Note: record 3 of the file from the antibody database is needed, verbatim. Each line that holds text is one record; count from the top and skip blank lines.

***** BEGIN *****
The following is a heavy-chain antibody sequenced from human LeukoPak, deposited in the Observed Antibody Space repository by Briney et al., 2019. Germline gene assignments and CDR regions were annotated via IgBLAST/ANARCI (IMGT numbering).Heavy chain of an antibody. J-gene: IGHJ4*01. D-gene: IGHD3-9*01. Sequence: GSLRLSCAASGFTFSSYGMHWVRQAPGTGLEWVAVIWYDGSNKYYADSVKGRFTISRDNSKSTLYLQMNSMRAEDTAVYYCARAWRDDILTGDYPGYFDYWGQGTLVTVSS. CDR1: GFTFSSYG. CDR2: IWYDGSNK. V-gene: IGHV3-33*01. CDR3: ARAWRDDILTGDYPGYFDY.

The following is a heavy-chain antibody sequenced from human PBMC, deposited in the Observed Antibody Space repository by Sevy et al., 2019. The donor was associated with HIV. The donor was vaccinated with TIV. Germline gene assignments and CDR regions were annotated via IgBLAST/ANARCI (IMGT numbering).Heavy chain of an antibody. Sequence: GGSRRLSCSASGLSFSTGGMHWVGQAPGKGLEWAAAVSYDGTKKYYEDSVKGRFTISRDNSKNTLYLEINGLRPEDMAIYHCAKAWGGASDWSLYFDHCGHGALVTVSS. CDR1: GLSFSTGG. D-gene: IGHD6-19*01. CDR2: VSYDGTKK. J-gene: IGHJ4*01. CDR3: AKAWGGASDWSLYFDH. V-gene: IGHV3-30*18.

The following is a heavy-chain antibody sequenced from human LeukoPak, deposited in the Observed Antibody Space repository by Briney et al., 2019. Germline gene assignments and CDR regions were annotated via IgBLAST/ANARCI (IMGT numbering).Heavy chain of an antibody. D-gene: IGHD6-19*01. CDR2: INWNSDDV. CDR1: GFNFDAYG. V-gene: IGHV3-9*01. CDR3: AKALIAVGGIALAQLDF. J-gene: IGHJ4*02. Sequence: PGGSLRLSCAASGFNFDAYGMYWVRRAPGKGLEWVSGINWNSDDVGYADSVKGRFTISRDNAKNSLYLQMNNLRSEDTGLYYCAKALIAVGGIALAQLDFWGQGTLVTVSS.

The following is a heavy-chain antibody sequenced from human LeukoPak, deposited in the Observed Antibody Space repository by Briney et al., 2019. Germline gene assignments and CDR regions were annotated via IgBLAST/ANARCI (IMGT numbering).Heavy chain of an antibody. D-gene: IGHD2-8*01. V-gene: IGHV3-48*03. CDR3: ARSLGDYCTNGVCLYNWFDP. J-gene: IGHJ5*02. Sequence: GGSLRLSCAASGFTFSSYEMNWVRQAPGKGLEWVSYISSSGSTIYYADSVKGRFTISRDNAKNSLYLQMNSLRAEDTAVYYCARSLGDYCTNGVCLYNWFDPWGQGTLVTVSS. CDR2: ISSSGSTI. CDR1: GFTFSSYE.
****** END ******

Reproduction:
The following is a heavy-chain antibody sequenced from human LeukoPak, deposited in the Observed Antibody Space repository by Briney et al., 2019. Germline gene assignments and CDR regions were annotated via IgBLAST/ANARCI (IMGT numbering).Heavy chain of an antibody. D-gene: IGHD6-19*01. CDR2: INWNSDDV. CDR1: GFNFDAYG. V-gene: IGHV3-9*01. CDR3: AKALIAVGGIALAQLDF. J-gene: IGHJ4*02. Sequence: PGGSLRLSCAASGFNFDAYGMYWVRRAPGKGLEWVSGINWNSDDVGYADSVKGRFTISRDNAKNSLYLQMNNLRSEDTGLYYCAKALIAVGGIALAQLDFWGQGTLVTVSS.